How to communicate when the world is in crisis
By Callum Jackson Account Executive at communications agency Cicero/AMO
Across sectors both private and public, the coronavirus crisis has brought with it a list of overused yet unavoidable tropes. Phrases such as ‘rapidly changing times’, ‘the new normal’ and the king of COVID clichés ‘unprecedented’ have been deployed by communications experts of all ilks to engage audiences, linking their products and businesses to the pandemic however they can. In fact, amongst online news articles from January to September this year, ‘unprecedented’ received about six times more column space than over the same period in 2019. The financial services sector is far from immune – a quick scan of the 21.9 million Google results which the search term “unprecedented banking covid” throws up reveals a distinct preference for the platitudinal over the insightful.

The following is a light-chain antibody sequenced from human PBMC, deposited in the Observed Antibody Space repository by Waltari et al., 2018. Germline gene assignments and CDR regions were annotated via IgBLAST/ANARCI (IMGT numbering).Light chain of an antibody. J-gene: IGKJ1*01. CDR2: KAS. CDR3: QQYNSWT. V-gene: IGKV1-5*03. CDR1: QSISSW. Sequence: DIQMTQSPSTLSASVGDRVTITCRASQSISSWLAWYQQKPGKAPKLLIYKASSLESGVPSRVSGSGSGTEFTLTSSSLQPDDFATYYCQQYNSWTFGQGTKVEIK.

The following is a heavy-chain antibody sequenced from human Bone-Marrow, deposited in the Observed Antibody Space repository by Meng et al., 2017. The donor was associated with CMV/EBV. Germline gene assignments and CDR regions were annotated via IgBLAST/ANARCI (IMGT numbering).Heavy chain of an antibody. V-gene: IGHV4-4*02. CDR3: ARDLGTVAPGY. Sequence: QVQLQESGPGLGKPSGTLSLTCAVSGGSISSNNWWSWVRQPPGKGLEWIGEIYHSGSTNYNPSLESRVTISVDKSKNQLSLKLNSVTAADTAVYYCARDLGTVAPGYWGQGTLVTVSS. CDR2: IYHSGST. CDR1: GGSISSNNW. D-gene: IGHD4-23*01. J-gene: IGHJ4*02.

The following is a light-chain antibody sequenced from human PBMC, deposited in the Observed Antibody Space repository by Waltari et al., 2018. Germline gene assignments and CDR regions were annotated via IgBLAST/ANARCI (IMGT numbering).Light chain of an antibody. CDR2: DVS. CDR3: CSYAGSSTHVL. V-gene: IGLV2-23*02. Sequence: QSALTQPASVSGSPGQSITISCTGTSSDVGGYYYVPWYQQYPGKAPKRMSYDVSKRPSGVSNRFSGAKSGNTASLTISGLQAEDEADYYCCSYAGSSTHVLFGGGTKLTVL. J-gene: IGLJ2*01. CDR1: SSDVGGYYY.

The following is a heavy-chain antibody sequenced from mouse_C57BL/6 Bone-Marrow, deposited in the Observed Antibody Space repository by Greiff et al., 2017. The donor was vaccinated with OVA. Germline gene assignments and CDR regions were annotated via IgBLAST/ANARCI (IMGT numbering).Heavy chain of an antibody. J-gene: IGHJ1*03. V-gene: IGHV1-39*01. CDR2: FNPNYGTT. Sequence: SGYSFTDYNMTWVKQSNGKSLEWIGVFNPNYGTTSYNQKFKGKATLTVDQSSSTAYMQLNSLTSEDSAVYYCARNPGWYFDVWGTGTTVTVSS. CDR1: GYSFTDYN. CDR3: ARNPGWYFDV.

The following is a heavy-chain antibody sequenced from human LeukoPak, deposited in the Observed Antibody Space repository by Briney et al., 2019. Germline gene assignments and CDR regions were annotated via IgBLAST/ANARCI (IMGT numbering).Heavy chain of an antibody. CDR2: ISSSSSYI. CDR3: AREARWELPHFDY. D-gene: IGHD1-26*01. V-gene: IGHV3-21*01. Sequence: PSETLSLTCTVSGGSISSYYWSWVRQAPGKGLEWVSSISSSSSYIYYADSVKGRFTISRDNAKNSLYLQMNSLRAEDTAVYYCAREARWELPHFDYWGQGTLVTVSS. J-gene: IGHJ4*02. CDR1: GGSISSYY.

But as often as this is said, it bears repeating: communication plays a central role in all of our lives and all of our businesses. In the banking and financial services sector, one PR misstep can mean the difference between an investment round succeeding or failing, between a challenger being awarded its coveted banking licence or having its reputation demolished, between a fintech app appearing on every other smart phone in the country or dying an obscure death.
While communication is vital, however, it is not a straightforward science or art at the best of times. Below are some key approaches for comms professionals to consider taking when communicating during a crisis.
- Start with the bank in the mirror